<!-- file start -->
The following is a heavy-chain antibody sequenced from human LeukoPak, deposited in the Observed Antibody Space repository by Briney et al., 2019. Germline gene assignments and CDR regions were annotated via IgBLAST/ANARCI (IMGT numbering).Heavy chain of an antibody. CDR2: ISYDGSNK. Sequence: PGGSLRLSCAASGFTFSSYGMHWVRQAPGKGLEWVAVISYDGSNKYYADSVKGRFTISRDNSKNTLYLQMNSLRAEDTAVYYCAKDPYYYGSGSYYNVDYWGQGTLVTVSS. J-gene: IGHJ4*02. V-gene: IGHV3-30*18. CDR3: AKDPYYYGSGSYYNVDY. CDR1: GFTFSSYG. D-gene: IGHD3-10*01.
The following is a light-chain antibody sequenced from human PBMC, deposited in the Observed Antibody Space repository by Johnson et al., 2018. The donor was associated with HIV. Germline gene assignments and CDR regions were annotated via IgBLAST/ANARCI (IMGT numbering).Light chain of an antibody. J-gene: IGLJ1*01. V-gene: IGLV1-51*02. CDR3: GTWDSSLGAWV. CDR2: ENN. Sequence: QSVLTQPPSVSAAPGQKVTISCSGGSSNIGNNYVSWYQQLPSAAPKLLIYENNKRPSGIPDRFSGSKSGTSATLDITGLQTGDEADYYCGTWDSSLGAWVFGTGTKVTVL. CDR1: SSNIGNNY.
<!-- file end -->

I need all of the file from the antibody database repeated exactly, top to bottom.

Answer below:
The following is a heavy-chain antibody sequenced from human LeukoPak, deposited in the Observed Antibody Space repository by Briney et al., 2019. Germline gene assignments and CDR regions were annotated via IgBLAST/ANARCI (IMGT numbering).Heavy chain of an antibody. CDR2: ISYDGSNK. Sequence: PGGSLRLSCAASGFTFSSYGMHWVRQAPGKGLEWVAVISYDGSNKYYADSVKGRFTISRDNSKNTLYLQMNSLRAEDTAVYYCAKDPYYYGSGSYYNVDYWGQGTLVTVSS. J-gene: IGHJ4*02. V-gene: IGHV3-30*18. CDR3: AKDPYYYGSGSYYNVDY. CDR1: GFTFSSYG. D-gene: IGHD3-10*01.
The following is a light-chain antibody sequenced from human PBMC, deposited in the Observed Antibody Space repository by Johnson et al., 2018. The donor was associated with HIV. Germline gene assignments and CDR regions were annotated via IgBLAST/ANARCI (IMGT numbering).Light chain of an antibody. J-gene: IGLJ1*01. V-gene: IGLV1-51*02. CDR3: GTWDSSLGAWV. CDR2: ENN. Sequence: QSVLTQPPSVSAAPGQKVTISCSGGSSNIGNNYVSWYQQLPSAAPKLLIYENNKRPSGIPDRFSGSKSGTSATLDITGLQTGDEADYYCGTWDSSLGAWVFGTGTKVTVL. CDR1: SSNIGNNY.